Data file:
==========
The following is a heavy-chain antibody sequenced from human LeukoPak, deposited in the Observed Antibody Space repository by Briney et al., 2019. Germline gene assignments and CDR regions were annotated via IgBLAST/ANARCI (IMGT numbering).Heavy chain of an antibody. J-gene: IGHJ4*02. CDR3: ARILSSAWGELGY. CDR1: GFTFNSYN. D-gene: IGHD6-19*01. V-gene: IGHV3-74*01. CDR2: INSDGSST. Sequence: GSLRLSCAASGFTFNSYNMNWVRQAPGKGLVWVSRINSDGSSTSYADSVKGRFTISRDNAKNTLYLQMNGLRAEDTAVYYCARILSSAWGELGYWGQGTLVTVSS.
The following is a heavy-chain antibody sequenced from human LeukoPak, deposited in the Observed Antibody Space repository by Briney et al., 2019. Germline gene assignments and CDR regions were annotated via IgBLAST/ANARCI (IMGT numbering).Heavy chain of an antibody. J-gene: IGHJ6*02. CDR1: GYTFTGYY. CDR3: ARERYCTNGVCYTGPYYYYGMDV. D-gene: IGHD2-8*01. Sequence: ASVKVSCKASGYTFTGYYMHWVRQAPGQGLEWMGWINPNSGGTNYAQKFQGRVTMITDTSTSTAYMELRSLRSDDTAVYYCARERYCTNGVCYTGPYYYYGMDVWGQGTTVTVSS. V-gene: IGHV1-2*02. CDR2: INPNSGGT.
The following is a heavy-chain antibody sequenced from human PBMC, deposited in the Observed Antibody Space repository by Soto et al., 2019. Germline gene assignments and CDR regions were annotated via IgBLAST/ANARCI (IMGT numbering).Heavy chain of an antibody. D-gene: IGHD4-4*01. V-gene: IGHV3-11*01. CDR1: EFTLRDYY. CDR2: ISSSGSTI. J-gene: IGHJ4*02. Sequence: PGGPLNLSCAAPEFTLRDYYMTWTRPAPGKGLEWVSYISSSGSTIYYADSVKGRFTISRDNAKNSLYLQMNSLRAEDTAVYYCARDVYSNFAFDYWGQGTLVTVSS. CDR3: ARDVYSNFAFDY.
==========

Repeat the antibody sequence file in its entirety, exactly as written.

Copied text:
The following is a heavy-chain antibody sequenced from human LeukoPak, deposited in the Observed Antibody Space repository by Briney et al., 2019. Germline gene assignments and CDR regions were annotated via IgBLAST/ANARCI (IMGT numbering).Heavy chain of an antibody. J-gene: IGHJ4*02. CDR3: ARILSSAWGELGY. CDR1: GFTFNSYN. D-gene: IGHD6-19*01. V-gene: IGHV3-74*01. CDR2: INSDGSST. Sequence: GSLRLSCAASGFTFNSYNMNWVRQAPGKGLVWVSRINSDGSSTSYADSVKGRFTISRDNAKNTLYLQMNGLRAEDTAVYYCARILSSAWGELGYWGQGTLVTVSS.
The following is a heavy-chain antibody sequenced from human LeukoPak, deposited in the Observed Antibody Space repository by Briney et al., 2019. Germline gene assignments and CDR regions were annotated via IgBLAST/ANARCI (IMGT numbering).Heavy chain of an antibody. J-gene: IGHJ6*02. CDR1: GYTFTGYY. CDR3: ARERYCTNGVCYTGPYYYYGMDV. D-gene: IGHD2-8*01. Sequence: ASVKVSCKASGYTFTGYYMHWVRQAPGQGLEWMGWINPNSGGTNYAQKFQGRVTMITDTSTSTAYMELRSLRSDDTAVYYCARERYCTNGVCYTGPYYYYGMDVWGQGTTVTVSS. V-gene: IGHV1-2*02. CDR2: INPNSGGT.
The following is a heavy-chain antibody sequenced from human PBMC, deposited in the Observed Antibody Space repository by Soto et al., 2019. Germline gene assignments and CDR regions were annotated via IgBLAST/ANARCI (IMGT numbering).Heavy chain of an antibody. D-gene: IGHD4-4*01. V-gene: IGHV3-11*01. CDR1: EFTLRDYY. CDR2: ISSSGSTI. J-gene: IGHJ4*02. Sequence: PGGPLNLSCAAPEFTLRDYYMTWTRPAPGKGLEWVSYISSSGSTIYYADSVKGRFTISRDNAKNSLYLQMNSLRAEDTAVYYCARDVYSNFAFDYWGQGTLVTVSS. CDR3: ARDVYSNFAFDY.